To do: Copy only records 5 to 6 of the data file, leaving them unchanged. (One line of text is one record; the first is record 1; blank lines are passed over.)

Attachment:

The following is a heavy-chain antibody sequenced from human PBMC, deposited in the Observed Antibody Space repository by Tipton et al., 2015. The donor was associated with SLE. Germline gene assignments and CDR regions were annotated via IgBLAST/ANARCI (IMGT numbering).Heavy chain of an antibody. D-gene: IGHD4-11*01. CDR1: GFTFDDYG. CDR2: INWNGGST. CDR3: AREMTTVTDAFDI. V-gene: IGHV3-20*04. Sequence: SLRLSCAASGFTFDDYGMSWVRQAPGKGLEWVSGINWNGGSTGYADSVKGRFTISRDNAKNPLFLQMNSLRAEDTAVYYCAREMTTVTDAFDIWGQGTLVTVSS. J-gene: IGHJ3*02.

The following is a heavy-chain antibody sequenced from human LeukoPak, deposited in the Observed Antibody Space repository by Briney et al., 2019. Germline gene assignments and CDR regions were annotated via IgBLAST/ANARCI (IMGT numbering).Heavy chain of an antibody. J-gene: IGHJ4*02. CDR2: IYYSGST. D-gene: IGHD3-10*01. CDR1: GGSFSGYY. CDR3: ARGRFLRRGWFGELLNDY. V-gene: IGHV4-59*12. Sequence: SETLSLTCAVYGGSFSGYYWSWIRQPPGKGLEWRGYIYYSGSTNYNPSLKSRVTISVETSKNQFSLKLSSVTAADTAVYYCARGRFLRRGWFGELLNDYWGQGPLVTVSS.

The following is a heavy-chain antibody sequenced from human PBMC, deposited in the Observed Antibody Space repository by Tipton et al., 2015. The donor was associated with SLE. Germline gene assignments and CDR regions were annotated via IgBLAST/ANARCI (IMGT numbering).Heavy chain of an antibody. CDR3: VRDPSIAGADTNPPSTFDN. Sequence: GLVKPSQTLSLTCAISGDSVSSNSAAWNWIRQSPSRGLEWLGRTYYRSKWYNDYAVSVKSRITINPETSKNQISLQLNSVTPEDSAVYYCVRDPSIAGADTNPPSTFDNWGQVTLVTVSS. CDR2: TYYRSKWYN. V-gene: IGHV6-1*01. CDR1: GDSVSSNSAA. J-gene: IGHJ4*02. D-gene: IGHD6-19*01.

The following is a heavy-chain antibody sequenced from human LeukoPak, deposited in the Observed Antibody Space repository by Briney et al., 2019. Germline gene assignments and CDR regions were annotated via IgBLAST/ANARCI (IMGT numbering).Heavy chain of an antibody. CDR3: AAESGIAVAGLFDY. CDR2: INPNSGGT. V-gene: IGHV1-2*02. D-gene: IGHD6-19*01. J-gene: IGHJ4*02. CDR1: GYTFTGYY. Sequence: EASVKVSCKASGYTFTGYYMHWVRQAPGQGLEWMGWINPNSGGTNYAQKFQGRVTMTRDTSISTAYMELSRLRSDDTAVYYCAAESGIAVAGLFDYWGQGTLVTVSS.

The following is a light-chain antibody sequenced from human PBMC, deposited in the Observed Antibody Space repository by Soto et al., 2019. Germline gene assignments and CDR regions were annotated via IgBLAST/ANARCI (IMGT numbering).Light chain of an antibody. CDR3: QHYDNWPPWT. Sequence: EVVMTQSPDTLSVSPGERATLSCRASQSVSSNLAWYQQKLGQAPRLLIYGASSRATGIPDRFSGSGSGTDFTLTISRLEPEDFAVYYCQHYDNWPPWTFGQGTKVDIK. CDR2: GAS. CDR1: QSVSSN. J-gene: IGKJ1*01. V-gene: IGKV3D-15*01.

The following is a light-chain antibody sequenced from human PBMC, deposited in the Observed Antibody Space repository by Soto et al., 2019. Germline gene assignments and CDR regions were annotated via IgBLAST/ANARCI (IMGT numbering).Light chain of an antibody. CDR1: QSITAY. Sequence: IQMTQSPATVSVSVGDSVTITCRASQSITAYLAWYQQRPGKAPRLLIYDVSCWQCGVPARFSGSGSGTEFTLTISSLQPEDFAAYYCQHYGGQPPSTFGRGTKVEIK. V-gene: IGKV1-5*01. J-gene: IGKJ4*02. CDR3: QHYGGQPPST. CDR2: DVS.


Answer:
The following is a light-chain antibody sequenced from human PBMC, deposited in the Observed Antibody Space repository by Soto et al., 2019. Germline gene assignments and CDR regions were annotated via IgBLAST/ANARCI (IMGT numbering).Light chain of an antibody. CDR3: QHYDNWPPWT. Sequence: EVVMTQSPDTLSVSPGERATLSCRASQSVSSNLAWYQQKLGQAPRLLIYGASSRATGIPDRFSGSGSGTDFTLTISRLEPEDFAVYYCQHYDNWPPWTFGQGTKVDIK. CDR2: GAS. CDR1: QSVSSN. J-gene: IGKJ1*01. V-gene: IGKV3D-15*01.

The following is a light-chain antibody sequenced from human PBMC, deposited in the Observed Antibody Space repository by Soto et al., 2019. Germline gene assignments and CDR regions were annotated via IgBLAST/ANARCI (IMGT numbering).Light chain of an antibody. CDR1: QSITAY. Sequence: IQMTQSPATVSVSVGDSVTITCRASQSITAYLAWYQQRPGKAPRLLIYDVSCWQCGVPARFSGSGSGTEFTLTISSLQPEDFAAYYCQHYGGQPPSTFGRGTKVEIK. V-gene: IGKV1-5*01. J-gene: IGKJ4*02. CDR3: QHYGGQPPST. CDR2: DVS.